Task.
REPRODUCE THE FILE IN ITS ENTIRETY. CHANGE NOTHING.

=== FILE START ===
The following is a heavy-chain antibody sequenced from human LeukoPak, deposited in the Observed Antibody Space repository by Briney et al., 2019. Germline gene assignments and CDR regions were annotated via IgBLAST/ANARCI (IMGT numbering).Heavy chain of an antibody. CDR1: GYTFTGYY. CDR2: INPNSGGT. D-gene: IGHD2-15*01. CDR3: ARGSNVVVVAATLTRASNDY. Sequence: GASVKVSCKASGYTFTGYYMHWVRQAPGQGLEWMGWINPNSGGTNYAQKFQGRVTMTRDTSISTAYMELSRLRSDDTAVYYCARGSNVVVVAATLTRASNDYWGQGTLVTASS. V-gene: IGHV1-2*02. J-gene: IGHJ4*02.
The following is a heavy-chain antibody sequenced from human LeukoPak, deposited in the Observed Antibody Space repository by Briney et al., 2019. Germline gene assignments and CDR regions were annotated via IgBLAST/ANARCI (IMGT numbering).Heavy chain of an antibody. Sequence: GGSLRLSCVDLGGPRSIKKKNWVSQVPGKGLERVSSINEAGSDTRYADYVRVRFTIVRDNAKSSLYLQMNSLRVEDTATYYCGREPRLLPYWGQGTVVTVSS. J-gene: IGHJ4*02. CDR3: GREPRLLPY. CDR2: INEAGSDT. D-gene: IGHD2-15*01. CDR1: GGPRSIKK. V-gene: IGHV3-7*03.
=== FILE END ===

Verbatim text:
The following is a heavy-chain antibody sequenced from human LeukoPak, deposited in the Observed Antibody Space repository by Briney et al., 2019. Germline gene assignments and CDR regions were annotated via IgBLAST/ANARCI (IMGT numbering).Heavy chain of an antibody. CDR1: GYTFTGYY. CDR2: INPNSGGT. D-gene: IGHD2-15*01. CDR3: ARGSNVVVVAATLTRASNDY. Sequence: GASVKVSCKASGYTFTGYYMHWVRQAPGQGLEWMGWINPNSGGTNYAQKFQGRVTMTRDTSISTAYMELSRLRSDDTAVYYCARGSNVVVVAATLTRASNDYWGQGTLVTASS. V-gene: IGHV1-2*02. J-gene: IGHJ4*02.
The following is a heavy-chain antibody sequenced from human LeukoPak, deposited in the Observed Antibody Space repository by Briney et al., 2019. Germline gene assignments and CDR regions were annotated via IgBLAST/ANARCI (IMGT numbering).Heavy chain of an antibody. Sequence: GGSLRLSCVDLGGPRSIKKKNWVSQVPGKGLERVSSINEAGSDTRYADYVRVRFTIVRDNAKSSLYLQMNSLRVEDTATYYCGREPRLLPYWGQGTVVTVSS. J-gene: IGHJ4*02. CDR3: GREPRLLPY. CDR2: INEAGSDT. D-gene: IGHD2-15*01. CDR1: GGPRSIKK. V-gene: IGHV3-7*03.